Russia's President Dmitry Medvedev chats with Syria's President Bashar al-Assad before a news conference in Damascus
Russia's President Dmitry Medvedev chats with Syria's President Bashar al-Assad before a news conference in Damascus Reuters

The leaders of Iran and Russia both said they would oppose any foreign military intervention in Syria, amidst speculation that the U.S. may seek to ship arms to the Syrian opposition if diplomatic pressures against President Bashar al-Assad completely fail.

According to a statement from the Kremlin, Russia’s President Dmitry Medvedev and Iran’s President Mahmoud Ahmadinejad discussed by telephone the dramatic situation developing around Syria. The sides spoke out in favor of Syrians themselves overcoming the crisis as swiftly as possible through exclusively peaceful means, without foreign intervention.”

Moscow also said that Medvedev and Ahmadinejad called for an internal Syrian political dialogue without preliminary conditions (suggesting they would not accept the forced removal of Assad).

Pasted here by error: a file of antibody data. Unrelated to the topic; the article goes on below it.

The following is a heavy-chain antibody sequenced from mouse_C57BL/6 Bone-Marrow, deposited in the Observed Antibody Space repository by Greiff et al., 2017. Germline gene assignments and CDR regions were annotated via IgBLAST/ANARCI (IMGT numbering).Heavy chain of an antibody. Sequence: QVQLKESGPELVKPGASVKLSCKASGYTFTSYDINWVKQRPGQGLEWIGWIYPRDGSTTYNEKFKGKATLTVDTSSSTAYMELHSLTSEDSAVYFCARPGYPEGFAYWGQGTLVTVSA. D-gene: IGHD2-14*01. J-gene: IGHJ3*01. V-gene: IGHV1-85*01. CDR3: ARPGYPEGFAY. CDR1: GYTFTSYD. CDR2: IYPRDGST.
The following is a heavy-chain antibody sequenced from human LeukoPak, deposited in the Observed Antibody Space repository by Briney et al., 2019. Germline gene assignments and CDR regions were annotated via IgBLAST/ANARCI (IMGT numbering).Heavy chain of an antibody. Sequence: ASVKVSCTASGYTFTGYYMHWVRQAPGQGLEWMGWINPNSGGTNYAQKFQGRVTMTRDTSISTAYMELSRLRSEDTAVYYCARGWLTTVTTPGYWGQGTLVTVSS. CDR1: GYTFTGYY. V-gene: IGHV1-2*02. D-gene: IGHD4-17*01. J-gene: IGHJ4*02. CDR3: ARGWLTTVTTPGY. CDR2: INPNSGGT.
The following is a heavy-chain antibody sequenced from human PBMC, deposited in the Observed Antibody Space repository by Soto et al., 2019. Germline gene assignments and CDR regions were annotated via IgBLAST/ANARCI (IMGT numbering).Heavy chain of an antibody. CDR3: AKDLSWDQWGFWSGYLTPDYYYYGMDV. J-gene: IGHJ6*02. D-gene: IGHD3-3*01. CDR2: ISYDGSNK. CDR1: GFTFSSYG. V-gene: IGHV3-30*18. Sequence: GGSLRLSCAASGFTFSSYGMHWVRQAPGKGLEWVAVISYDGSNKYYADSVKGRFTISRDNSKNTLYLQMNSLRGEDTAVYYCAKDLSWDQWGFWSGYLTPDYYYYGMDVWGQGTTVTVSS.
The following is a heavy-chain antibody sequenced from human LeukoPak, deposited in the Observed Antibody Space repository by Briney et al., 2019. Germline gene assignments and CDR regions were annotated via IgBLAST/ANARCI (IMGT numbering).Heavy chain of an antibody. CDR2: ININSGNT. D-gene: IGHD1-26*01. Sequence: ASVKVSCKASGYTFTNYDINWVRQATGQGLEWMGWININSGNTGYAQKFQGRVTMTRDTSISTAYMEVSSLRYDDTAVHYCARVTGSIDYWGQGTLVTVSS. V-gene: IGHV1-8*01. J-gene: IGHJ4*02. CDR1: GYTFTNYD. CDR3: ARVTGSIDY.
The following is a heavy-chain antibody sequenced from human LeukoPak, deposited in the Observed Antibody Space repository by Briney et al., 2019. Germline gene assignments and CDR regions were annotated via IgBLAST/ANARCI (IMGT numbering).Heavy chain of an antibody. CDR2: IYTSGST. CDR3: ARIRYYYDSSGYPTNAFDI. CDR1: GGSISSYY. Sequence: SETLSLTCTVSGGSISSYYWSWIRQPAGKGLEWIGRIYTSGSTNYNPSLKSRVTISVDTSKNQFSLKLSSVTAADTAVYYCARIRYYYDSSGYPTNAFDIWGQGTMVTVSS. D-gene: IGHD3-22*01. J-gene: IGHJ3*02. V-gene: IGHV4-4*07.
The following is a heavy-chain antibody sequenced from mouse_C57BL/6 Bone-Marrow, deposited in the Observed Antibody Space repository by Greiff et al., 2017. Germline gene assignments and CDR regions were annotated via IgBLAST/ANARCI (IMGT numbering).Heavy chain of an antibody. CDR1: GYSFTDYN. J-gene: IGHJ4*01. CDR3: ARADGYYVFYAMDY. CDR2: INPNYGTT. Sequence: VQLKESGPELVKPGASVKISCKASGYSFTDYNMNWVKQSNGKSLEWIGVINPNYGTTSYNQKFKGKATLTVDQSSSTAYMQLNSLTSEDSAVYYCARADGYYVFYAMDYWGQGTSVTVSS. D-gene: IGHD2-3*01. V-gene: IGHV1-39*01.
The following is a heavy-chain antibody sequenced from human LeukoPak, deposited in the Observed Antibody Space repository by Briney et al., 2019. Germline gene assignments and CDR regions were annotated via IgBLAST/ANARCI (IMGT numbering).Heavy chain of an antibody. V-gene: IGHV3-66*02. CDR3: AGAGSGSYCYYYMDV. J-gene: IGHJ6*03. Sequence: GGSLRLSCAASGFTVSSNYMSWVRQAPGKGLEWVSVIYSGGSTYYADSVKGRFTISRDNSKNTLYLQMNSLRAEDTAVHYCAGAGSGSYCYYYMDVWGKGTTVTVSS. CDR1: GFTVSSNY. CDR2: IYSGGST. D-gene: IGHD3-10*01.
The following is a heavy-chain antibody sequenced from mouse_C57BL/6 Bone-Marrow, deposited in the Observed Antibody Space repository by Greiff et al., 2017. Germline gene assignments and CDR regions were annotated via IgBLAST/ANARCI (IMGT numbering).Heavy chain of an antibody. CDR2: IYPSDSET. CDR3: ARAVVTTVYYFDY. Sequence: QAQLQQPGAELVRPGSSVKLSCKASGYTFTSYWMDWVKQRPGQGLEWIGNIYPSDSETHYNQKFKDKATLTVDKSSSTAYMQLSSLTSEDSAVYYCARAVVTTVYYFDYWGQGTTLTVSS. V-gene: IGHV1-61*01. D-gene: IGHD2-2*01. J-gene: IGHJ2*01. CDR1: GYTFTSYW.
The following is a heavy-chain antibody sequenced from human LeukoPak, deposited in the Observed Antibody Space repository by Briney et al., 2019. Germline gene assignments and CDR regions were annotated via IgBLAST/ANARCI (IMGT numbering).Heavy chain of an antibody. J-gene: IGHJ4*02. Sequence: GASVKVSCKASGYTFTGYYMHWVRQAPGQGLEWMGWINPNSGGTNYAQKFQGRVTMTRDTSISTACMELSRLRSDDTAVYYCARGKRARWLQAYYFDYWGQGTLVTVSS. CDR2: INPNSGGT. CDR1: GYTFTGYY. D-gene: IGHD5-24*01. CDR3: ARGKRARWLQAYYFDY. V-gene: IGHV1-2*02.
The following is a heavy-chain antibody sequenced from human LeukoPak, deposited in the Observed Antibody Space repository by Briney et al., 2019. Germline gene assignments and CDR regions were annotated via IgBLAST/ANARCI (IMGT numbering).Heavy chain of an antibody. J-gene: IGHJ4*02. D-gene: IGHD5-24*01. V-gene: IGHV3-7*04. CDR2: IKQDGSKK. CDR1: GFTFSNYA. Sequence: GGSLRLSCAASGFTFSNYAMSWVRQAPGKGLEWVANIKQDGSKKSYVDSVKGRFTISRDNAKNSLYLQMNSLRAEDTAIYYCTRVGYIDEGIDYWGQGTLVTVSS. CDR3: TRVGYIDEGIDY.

The heads of state agreed that the main task now -- including in the framework of international organizations, primarily the United Nations -- is not to allow civil war, which could destabilize the situation in the entire region, the Kremlin’s statement added.

Along with China, Russia has thwarted efforts by the West to officially condemn and sanction Syria and force Assad to step down. A resolution by the United Nations Security Council to reprimand Assad was recently vetoed by Moscow and Beijing.

In defending its veto, Russia explained that the UN resolution was “unbalanced” and reflected “tendencies that are cause for our concern: attempts to isolate the Syrian leadership, reject any contacts with it and impose a political settlement formula from outside.”

Iran is also believed to be supporting the Syrian regime.

Separately, according to a report from Reuters, Russia has stepped up arms sales to Syria, despite growing international pressure against such transactions.

Russia has reportedly delivered weaponry valued at $1-billion – much of it likely used to kill thousands of Syrian civilians.

Mahmoud Suleiman Haj Hamad, the former chief auditor for Syria's Defense Ministry who defected in January, told Reuters that he estimates one half of all arms imports prior to Assad’s brutal crackdown came from Russia, with 30 percent from China and North Korea.

Hamad also said the Damascus has dramatically increased its military budget last year.

Before the uprising, Russia was trading weapons with Syria in a more limited manner. More recently ... Russia began giving more weapons to Syria, he said.

To my knowledge, Russia was shipping monthly.”